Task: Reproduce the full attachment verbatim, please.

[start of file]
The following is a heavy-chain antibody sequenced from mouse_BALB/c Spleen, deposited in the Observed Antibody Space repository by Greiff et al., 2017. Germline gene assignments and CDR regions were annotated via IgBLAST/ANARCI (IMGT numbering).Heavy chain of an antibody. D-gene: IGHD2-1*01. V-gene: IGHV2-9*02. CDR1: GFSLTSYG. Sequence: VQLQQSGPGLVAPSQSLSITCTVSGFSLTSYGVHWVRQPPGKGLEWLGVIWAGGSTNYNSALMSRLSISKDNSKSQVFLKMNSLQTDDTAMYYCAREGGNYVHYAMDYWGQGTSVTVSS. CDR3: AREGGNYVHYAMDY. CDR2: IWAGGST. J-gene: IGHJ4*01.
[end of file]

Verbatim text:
The following is a heavy-chain antibody sequenced from mouse_BALB/c Spleen, deposited in the Observed Antibody Space repository by Greiff et al., 2017. Germline gene assignments and CDR regions were annotated via IgBLAST/ANARCI (IMGT numbering).Heavy chain of an antibody. D-gene: IGHD2-1*01. V-gene: IGHV2-9*02. CDR1: GFSLTSYG. Sequence: VQLQQSGPGLVAPSQSLSITCTVSGFSLTSYGVHWVRQPPGKGLEWLGVIWAGGSTNYNSALMSRLSISKDNSKSQVFLKMNSLQTDDTAMYYCAREGGNYVHYAMDYWGQGTSVTVSS. CDR3: AREGGNYVHYAMDY. CDR2: IWAGGST. J-gene: IGHJ4*01.